An official report stated that 5,000 ticket-buying spectators thronged the fenced Jubilee Ground to watch the biggest sports event ever held in Sarawak. Schoolgirl Mary Chong emerged from it as a local celebrity:

“I suppose I became a role model of sorts. I walked along Carpenter Street (1 km from the school premises) and complete strangers would greet me. “Hello Mary!” they would call out and I had no idea who they were, but they recognised me.”

15 outstanding athletes were selected to represent British Borneo in the 35th MAAA (Malaya Amateur Athletic Association) Championship to be held in Penang from August 17-18, 1956. Three women were included in the Borneo contingent for the first time: Sarawak’s Mary Chong (100 yards, 220 yards), North Borneo’s Adina Abad (high jump) and Brunei’s Rose Chong (long jump). It would be a tall order for them in Penang. Female athletes in Malaya have regularly taken part in competition since the 1930s. In 1956, the top women sprinters were clocking under 12 secs for the 100 yards led by Singapore’s Mary Klass, silver medallist at the 1954 Asian Games.

The Borneo team flew to Singapore and then Penang. It was the first time that Mary ran on a bitumen track at the newly built Penang Sports Stadium. None of the Borneo women obtained a medal although Mary did well enough to qualify for the 220 yards final. Reflecting on that experience over 60 years later she said:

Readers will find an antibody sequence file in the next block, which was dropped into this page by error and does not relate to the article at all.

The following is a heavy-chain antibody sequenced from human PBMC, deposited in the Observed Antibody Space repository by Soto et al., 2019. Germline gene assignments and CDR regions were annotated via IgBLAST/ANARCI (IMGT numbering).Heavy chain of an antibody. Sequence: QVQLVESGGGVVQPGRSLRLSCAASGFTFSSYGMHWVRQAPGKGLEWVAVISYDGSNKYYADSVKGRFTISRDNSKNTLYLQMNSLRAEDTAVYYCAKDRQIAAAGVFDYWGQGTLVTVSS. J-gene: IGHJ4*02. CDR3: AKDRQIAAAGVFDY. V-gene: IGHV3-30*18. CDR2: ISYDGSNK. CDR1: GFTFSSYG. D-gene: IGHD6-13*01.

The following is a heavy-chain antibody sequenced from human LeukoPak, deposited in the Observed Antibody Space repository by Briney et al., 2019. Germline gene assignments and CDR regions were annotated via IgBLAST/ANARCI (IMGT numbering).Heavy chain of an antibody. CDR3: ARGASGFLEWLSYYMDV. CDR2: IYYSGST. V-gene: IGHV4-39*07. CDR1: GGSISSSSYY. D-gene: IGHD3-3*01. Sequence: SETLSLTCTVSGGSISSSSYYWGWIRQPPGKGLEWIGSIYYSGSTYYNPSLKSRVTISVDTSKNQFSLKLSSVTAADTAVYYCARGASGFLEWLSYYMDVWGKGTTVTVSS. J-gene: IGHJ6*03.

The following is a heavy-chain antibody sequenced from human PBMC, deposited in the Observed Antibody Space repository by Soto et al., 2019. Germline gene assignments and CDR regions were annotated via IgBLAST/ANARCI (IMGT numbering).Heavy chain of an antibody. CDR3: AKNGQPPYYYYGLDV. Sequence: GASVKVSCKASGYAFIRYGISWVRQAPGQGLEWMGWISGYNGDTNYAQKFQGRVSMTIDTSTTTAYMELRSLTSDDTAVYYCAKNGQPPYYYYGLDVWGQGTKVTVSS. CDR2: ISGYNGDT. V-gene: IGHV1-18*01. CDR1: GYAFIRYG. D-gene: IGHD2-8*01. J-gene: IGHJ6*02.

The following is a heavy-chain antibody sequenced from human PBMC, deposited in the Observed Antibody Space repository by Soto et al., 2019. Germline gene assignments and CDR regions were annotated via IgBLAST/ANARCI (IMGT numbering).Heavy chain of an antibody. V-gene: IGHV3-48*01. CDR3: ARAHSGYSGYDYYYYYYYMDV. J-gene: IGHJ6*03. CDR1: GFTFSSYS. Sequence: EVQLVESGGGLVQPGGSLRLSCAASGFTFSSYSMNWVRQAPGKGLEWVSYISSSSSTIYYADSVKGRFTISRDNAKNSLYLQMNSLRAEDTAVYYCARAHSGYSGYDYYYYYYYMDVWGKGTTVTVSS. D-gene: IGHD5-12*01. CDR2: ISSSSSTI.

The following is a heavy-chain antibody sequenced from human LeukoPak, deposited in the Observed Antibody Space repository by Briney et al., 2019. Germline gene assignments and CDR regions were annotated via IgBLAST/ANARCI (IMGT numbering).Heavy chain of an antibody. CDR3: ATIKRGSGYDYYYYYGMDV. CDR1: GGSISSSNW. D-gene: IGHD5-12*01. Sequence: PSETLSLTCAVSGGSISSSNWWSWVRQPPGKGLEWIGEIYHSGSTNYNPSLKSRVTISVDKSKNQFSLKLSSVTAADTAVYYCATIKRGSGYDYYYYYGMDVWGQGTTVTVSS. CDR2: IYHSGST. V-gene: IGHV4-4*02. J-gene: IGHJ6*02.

“It was the first time I was travelling not to be with family, so I am sure it would have been overwhelming. I had never been away from Borneo before. Definitely never been to a proper stadium. The facilities in Penang were much better than anything we had in Kuching at the time. Before Jubilee Ground, all I had were the school fields. I wasn’t really disappointed with Penang because I knew we had no proper training. It was still a very good experience. I was proud to have represented Borneo.”

The Borneo team assembled during the opening ceremony of the 35th Malaya AAA Championships at Penang Sports Stadium in August 1956. The three women athletes were (from left) Brunei’s Rose Chong, Sarawak’s Mary Chong and North Borneo’s Adina Abad.

She can’t remember if she had told her parents before the trip but guessed the church could have informed them. She said, “It would not have been easy to communicate with my parents at the time. I was basically called by Sarawak to go and I went!” After the MAAA meet in Penang she never competed again. It was back to school, completing her Form Six, away to University of Sydney to obtain a B.A degree with a Diploma in Education and returning to her alma mater to embark on a teaching career.

Her 100 and 220 yards state records stood unbroken for three and six years respectively. Later Sarawak sprint champions like Chen Li Na (five times from 1958 to 1964), Lau Kiew Ee (six times in the 70s and 80s) and Hii Siew Ngiik (eight times in the 90s) have won the 100 yards (or 100m starting from 1963) more times. But Mary Chong will always be the first in the long line of Sarawak champions in that blue riband track event. And her name is forever etched in the history book as the first woman athlete to represent Sarawak overseas and the first athlete in Sarawak, Sabah and Brunei to be crowned Borneo’s fastest woman.

The Borneo Post would like to invite our readers to suggest past champions, officials, teams or events that played a role in Sarawak’s rich sporting history. It will be helpful if you can provide contact details and other information to us for the follow-up research or interviews especially if such persons or events involve your family members, relatives or acquaintances. Email to the Sports Editor at [email protected] This occasional Pioneer Series kicks off with a feature story on Sarawak’s first woman sprint champion.